Wednesday, July 15, 2009

Kit Eastman / Annie Bissett


Two American artists who, working separately, have each adapted traditional Japanese techniques for use in their work.

First, Kit Eastman of Silver Minnow, who uses the stencil-printing method known as katazome, as in this splendid egret, who seems to be taking an avid interest in the minnows swimming in the margins:


Below is the original stencil:


As I understand it, the katazome technique (see my earlier post) makes use of a paste that resists pigment. As Eastman explains the process, "the open areas of the stencil allow the rice paste to flow through. The brown paper masks the fabric, so these areas will eventually be dyed with a variety of pigments."

The method can be applied to a variety of surfaces, usually cloth or paper. Of her adoption of katazome she writes:
I feel I have at last come home — this technique suits my sensibilities in so many ways. With textile art and craft, there are often periods of waiting due to the requirements of the materials. This rhythm draws me deeper into the work. I find myself contemplating the idea of time, as measured in natural cycles, including my own experience.
The woodblock print below, by Annie Bissett, depicts Dorothy Bradford, a Mayflower pilgrim who fell -- or leaped -- to her death in Provincetown Harbor in 1620, and is part of a group of works entitled We Are Pilgrims.

Click through to read the inscription, which seems to be based on the original account of the incident as recorded by Cotton Mather.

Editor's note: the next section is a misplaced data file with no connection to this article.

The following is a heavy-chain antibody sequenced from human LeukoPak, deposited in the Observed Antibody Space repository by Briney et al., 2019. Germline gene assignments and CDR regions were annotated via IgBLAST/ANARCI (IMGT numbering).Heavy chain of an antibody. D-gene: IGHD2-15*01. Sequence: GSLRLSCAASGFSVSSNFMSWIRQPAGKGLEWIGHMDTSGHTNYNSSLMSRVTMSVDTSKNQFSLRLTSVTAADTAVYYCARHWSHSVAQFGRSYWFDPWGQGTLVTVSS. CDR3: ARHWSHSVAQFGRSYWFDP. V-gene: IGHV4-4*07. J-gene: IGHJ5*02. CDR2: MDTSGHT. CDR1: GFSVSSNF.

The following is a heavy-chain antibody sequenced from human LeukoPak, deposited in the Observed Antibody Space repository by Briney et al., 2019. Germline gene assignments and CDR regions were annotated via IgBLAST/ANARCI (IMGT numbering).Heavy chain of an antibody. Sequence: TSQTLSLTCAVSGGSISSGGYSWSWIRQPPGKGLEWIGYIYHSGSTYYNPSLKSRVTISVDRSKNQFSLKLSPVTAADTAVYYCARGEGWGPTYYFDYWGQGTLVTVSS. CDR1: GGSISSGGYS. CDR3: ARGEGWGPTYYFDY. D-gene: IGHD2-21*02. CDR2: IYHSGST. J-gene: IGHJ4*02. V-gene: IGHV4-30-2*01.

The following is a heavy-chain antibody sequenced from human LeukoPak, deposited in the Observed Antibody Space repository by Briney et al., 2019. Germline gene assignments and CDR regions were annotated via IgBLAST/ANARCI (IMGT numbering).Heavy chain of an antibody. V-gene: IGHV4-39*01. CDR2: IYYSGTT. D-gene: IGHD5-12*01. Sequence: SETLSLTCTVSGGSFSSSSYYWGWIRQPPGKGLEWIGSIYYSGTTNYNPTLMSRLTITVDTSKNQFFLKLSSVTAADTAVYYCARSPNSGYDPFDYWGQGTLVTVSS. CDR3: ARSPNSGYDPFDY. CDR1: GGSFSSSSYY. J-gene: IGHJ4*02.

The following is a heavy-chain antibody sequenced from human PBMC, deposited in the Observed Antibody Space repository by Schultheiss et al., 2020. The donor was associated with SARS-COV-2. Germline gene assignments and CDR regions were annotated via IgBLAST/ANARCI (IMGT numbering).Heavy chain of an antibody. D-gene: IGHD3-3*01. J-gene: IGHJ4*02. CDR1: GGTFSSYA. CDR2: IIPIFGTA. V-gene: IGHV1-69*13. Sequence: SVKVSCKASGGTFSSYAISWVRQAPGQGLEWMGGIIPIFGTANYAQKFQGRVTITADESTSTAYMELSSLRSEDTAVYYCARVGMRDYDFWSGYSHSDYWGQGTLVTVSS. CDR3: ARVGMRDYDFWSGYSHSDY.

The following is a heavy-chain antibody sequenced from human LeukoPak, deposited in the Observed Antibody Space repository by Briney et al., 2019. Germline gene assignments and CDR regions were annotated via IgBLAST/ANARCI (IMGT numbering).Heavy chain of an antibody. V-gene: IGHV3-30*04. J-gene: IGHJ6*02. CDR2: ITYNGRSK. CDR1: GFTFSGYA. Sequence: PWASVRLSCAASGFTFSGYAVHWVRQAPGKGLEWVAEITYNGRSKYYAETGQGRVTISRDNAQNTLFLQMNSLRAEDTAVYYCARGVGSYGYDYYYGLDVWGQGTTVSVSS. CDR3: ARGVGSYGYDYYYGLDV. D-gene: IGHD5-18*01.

(I'm afraid the colors of this image are not coming through very faithfully here; try this link to the original.)

Bissett describes the technique she employs:
I use the traditional Japanese method, called moku hanga or ukiyo-e, where a block is carved for each color and then the blocks are printed successively with water-based pigments using a hand-held burnishing tool. This time-consuming and somewhat arduous process (a single print edition can take two to three months to complete) has become a welcome counterbalance to the fast-paced, deadline-driven digital work I've done for 20+ years as a commercial artist.
There is a fuller explanation of moku hanga on Bissett's blog, Woodblock Dreams.

2 comments:

Kit said...

Hello again, Chris! I'm touched that you wrote a post featuring my work along with Annie Bissett! I'm nuts about her work! Many thanks!

Chris Kearin said...

You're welcome, Kit. My pleasure.